2nd Sunday OT 2012:
Our readings today give us a message about discipleship. Last week we celebrated the feast of the Epiphany, which was the end of the Christmas season. For about a month we celebrated the birth of our savior, today we meet him, not as a baby, but we meet him as our leader, our Savior. It is an objective fact that Jesus was born in that small town all those years ago. But, if Jesus remains a historical oddity, a character from a book, a child in the manger, then our faith will always remain a peripheral affair. If we never meet Jesus, faith won't be central in our lives and we will always find ourselves struggling to follow the commandments, struggling to love one another. If our faith is not central our sufferings and difficulties will feel like burdens impossible to bear. Faith is our source of peace, it is our comfort in distress, and our strength in times of weakness. But, very often we have the wrong idea about faith. Many people think about faith as something mental, a belief with the mind. Rather, faith is a relationship with a person.
Christian faith certainly has a mental component, but faith is not so much a belief in something. Christianity is not a system, we don't believe in Jesusness… Faith is a relationship with a person, Jesus Christ. If we don't meet Jesus, we might end up believing in Christianity, but that is not the same thing as having faith in Christ.
Our gospel today recounts for us an encounter between Christ and those first disciples. This meeting is a model for us. It shows us how we can grow in faith, how we can establish a relationship with Christ.
John the Baptist points the people to Jesus. The same is often true for all of us. I didn't find Jesus on my own, my parents and teachers pointed me toward Jesus. Many people still point us toward Christ, if we are open and attentive.
The disciples met Jesus. Now here we might feel a bit jealous. I wish I had the chance to meet Jesus as did those early disciples. They saw Jesus, heard him speak, and spent time with him. Don't we wish we had that same opportunity? Of course, we do, if we have the eyes to see it. We have the same opportunity, but in a different form. Listen again to what John the Baptist says: Behold the Lamb of God. Sound familiar? In the new translation of the Roman Missal these words are spoken at every Mass right before we receive communion: behold the Lamb of God… This is the same Jesus, the same Lamb of God. Here at the Mass we see Jesus, in the Eucharist, we hear Jesus, in the Scriptures, we spend time with Jesus, present here in the tabernacle. While it does not take place in the same manner as it happened in the gospel, every mass is an encounter with Christ, every Mass is a chance to meet Jesus. It doesn't matter who the priest is, it doesn't matter how bad the homily is, it doesn't matter if there is music or not, we meet Christ at every mass. And he asks us the same questions: what are you looking for? But, what do we do with the encounter?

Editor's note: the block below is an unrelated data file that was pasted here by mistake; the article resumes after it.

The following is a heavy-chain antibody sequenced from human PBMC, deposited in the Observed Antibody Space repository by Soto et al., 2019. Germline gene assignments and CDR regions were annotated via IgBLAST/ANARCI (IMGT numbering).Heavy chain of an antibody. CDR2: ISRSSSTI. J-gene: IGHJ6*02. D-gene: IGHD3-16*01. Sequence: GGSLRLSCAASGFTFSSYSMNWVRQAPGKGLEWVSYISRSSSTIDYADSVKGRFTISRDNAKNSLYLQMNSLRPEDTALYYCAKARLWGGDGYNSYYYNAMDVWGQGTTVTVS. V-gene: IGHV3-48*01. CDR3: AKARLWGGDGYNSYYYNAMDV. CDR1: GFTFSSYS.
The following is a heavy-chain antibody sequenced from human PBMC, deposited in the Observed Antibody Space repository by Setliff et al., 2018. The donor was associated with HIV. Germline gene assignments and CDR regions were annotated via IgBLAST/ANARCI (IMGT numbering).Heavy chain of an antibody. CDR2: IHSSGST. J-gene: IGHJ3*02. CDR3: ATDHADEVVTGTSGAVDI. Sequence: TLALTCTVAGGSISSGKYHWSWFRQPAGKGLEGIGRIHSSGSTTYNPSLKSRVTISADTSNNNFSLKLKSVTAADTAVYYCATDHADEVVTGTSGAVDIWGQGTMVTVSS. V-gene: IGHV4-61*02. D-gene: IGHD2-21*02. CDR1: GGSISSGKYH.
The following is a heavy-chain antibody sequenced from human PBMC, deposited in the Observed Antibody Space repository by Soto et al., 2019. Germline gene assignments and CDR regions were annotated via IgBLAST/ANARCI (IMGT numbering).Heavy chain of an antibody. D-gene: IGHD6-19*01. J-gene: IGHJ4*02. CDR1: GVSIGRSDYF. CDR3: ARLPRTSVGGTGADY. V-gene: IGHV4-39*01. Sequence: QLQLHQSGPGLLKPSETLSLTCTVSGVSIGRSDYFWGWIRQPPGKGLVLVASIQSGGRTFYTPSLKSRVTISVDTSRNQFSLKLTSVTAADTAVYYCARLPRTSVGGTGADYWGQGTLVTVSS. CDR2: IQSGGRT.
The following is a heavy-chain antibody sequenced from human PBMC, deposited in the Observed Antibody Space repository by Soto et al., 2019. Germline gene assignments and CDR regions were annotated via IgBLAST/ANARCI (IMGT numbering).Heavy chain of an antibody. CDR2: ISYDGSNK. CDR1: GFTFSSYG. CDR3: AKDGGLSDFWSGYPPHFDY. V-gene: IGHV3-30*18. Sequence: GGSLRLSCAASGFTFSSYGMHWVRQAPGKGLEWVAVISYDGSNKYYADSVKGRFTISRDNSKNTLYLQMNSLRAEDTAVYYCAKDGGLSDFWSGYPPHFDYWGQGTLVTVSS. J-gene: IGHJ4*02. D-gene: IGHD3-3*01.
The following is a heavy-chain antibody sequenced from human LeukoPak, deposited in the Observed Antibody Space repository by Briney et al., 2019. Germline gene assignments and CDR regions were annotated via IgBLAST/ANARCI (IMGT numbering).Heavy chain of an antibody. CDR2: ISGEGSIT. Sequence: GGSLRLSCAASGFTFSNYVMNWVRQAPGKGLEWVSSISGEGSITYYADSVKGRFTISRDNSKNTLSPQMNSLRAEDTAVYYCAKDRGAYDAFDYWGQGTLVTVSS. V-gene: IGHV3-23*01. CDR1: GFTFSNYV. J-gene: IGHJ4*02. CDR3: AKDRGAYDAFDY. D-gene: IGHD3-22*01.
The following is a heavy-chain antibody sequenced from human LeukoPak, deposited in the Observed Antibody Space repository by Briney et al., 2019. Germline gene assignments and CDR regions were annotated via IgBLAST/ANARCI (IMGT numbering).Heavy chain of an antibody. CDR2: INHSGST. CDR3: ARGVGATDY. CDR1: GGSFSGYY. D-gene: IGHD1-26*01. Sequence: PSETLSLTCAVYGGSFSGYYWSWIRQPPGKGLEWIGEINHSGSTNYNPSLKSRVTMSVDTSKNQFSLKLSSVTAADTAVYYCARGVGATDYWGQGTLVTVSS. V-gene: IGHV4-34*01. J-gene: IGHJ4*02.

Again, the disciples are our model. I notice 2 things. First, they were curious. Where are you staying? Are we curious about Christ, are we curious about the Mass? Are we enthusiastic about coming here and do we try our best to be open and attentive? If so, we meet Christ. If not, Mass can seem a struggle and a burden. Secondly, they followed Christ. For the disciples the meeting was not the end of the relationship. For us, Mass cannot be the only time we have a relationship with Christ.
Holy Mass is an essential component in our faith. At every Mass we encounter Christ. We see him, we hear him, we spend time with him. Here at this Holy Mass he asks us: what are you looking for? It is up to us to be open to meeting Jesus, to renew our curiosity and enthusiasm for this encounter. And, finally, to follow Jesus the rest of our lives. Faith is important in our lives. But, faith has to be a living relationship with Christ, a relationship that grows and is strengthened by our participation here at Holy Mass where we: Behold the Lamb of God, Behold Him who takes away the sins of the world. Blessed are those called to the supper of the Lamb.